John & Alice Coltrane’s NY home named ‘National Treasure’ — go visit!
The home where John and Alice Coltrane lived in Huntington, NY — also where John wrote the legendary, jazz masterpiece A Love Supreme and where Alice recorded most of her first five fantastic albums — has been officially declared a “National Treasure” by the National Trust for Historic Preservation. The news was announced Tuesday morning (10/9) at a press conference at the Coltrane Home. The NTHP will help restore the home, which has fallen into disrepair, and overseen its preservation. From The New York Times:
Plans for the property include renovation of the home (recent efforts have included replacing the roof, rebuilding the chimney and fighting mold) and, eventually, the installation of a public park on the surrounding land. The Friends of the Coltrane Home, the group that manages the property, also hopes to offer music education programs there. Earlier this year, the group was awarded a $75,000 grant by the African American Cultural Heritage Action Fund, an initiative of the National Trust, to hire a project manager to help them achieve those goals.
“Restoring and reusing the home for music education and outreach presents an outstanding opportunity to honor the Coltranes’ values of innovation, creativity, hard work and self-empowerment,” Stephanie Meeks, the president and chief executive of the National Trust, said in a statement.
In conjunction with the news, Jazz at Lincoln Center is hosting a free John & Alice Coltrane listening event on today at 5 PM featuring host Ken Druker and panelists Dave Liebman, Lakecia Benjamin, Michelle Coltrane and Brandee Youngs. Then at 6 PM at Jazz at Lincoln Center there’s a presentation and meet-and-greet with musicians on Tuesday (10/9) at 6 PM:
At the presentation, a special proclamation will be given to prominent Derek Trucks, deeply influenced by John Coltrane, and piano legend McCoy Tyner, member of John Coltrane’s acclaimed “classic quartet” – both of whom are joining the Honorary Board of the John and Alice Coltrane Home.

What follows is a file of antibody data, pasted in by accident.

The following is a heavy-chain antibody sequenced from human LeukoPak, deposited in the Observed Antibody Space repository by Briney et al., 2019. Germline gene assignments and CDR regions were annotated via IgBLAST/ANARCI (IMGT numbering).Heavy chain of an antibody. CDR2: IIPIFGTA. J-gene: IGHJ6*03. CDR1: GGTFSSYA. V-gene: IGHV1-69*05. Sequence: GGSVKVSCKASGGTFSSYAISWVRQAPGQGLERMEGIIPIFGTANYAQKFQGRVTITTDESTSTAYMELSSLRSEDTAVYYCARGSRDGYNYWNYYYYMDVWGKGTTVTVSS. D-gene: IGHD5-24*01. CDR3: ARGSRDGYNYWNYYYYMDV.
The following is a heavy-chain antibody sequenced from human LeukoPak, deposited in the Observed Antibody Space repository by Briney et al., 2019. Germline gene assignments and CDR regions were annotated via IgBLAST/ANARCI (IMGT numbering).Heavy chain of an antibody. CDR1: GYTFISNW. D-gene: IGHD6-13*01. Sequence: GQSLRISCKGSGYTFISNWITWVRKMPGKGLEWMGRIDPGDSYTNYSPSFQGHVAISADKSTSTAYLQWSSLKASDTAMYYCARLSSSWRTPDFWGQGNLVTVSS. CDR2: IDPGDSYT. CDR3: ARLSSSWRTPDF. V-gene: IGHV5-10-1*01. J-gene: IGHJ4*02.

In addition to Jazz at Lincoln Center’s hosting of the evening event, the program is also supported by Verve & Impulse Records (“Both Directions at Once”) and Luaka Bop (“The Ecstatic Music of Alice Coltrane Turiyasangitananda”).
Head here for more info.
This past July 17 marked 51 years since the passing of jazz legend and saxophonist John Coltrane. Coltrane died at a tragically young age, just short of his 41st birthday, of liver cancer in Huntington Hospital on Long Island, NY. There was also a bit of activity for both John and his late wife Alice with recordings being issued/reissued by both.
In June, Impulse/Verve Records released a long-lost recording session from March 6, 1963 titled Both Directions at Once: The Lost Album. The album features the legendary “classic quartet” of John Coltrane on sax, McCoy Tyner on piano, Jimmy Garrison on bass and Elvin Jones on drums performing a couple untitled originals, four early takes of “Impressions” (one of his greatest tracks), two takes of “One Up, One Down,” a run through of “Slow Blues” and two cover songs. The masters to these sessions were tragically disposed of by Verve in the seventies while clearing space in their vaults but a lone reference tape survived and was discovered by the Coltrane family a few years ago.
Just a year earlier Luaka Bop released a recording by Alice Coltrane titled World Spirituality Classics 1: The Ecstatic Music of Alice Coltrane Turiyasangitananda compiling tracks from cassette only releases that were distributed exclusively to members of Alice’s Ashram in California.
Both recordings are fantastic, powerful releases that are welcome and worthy additions to both musician’s stellar catalogues. Stream them below.
Earlier this year, I revisited the Coltrane Home and their graves which are in Pinelawn Cemetery in Farmingdale, NY (Plot: Greenlawn Division, Section 31, Block 4, Range 2, Grave 13). There are pictures in the gallery above. You may not be aware that this historic home and gravesite are so close by and easy to get to from NYC. The home is right off the Long Island Expressway between exits 51 and 52 and you can take a LIRR train to the Pinelawn stop and the grave is within easy walking distance from the station. Go visit and show your support by donating and/or attending some of the many excellent events The Coltrane Home holds.
RIP John and Alice, your music continues to be unearthed and inspires all who listen.
photos and words by Greg Cristman